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Gene Family: Inositol 1,4,5-triphosphate receptors (ITPR)

Also known as : "InsP3R", "Inositol triphosphate receptors"

Inositol trisphosphate receptor: Inositol trisphosphate receptor ( InsP3R ) is a membrane glycoprotein complex acting as a Ca 2+ channel activated by inositol trisphosphate (InsP3). InsP3R is very diverse among organisms, and is necessary for the control of cellular and physiological processes including cell division, cell proliferation, apoptosis, fertilization, development, behavior, learning and memory. Inositol triphosphate receptor represents a dominant second messenger leading to the release of Ca 2+ from intracellular store sites. There is strong evidence suggesting that the InsP3R plays an important role in the conversion of external stimuli to intracellular Ca 2+ signals characterized by complex patterns relative to both space and time. For example, Ca 2+ waves and oscillations. The InsP3 receptor was first purified from rat cerebellum by neuroscientists Surachai Supattapone and Solomon Snyder at Johns Hopkins University School of Medicine. [Source: Wikipedia]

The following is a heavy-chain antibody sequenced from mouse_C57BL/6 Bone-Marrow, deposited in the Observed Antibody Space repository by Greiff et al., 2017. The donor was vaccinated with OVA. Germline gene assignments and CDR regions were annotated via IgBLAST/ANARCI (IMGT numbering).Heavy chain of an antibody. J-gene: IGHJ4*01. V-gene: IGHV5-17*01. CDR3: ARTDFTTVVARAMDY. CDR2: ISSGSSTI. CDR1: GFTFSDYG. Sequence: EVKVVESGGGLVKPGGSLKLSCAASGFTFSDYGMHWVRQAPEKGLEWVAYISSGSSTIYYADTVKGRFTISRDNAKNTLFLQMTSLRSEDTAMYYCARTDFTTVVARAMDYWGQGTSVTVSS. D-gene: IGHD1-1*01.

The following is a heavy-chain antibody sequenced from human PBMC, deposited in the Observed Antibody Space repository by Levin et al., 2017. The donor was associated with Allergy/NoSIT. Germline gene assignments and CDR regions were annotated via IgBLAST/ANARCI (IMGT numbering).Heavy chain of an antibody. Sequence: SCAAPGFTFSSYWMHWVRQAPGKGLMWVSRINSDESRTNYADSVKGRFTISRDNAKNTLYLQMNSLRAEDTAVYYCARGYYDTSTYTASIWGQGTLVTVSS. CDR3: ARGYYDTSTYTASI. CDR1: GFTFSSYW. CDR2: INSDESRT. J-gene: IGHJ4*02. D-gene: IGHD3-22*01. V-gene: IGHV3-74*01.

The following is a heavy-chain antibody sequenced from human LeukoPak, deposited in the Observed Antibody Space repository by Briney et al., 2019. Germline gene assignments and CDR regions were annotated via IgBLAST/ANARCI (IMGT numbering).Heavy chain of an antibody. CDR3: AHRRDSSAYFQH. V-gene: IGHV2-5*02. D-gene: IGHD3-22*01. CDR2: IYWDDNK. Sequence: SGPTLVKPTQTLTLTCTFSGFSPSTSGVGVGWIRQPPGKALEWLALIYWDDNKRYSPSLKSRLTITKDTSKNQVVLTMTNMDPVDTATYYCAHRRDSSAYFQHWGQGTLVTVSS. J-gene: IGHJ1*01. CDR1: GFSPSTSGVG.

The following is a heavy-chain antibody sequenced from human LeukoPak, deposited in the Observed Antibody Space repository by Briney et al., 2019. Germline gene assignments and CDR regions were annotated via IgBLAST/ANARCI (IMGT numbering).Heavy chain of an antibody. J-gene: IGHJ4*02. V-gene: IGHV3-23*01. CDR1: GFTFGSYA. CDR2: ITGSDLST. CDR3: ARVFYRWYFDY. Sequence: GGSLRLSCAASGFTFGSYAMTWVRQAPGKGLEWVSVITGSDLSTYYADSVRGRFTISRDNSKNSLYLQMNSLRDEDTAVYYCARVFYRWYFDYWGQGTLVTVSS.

Genes contained within the family: 3

Approved Symbol Approved Name Previous Symbols Synonyms Chromosome
ITPR1 inositol 1,4,5-trisphosphate receptor type 1 SCA15, SCA16, SCA29 Insp3r1, IP3R1, ACV, PPP1R94 3p26.1
ITPR2 inositol 1,4,5-trisphosphate receptor type 2 IP3R2, CFAP48 12p11.23
ITPR3 inositol 1,4,5-trisphosphate receptor type 3 IP3R3 6p21.31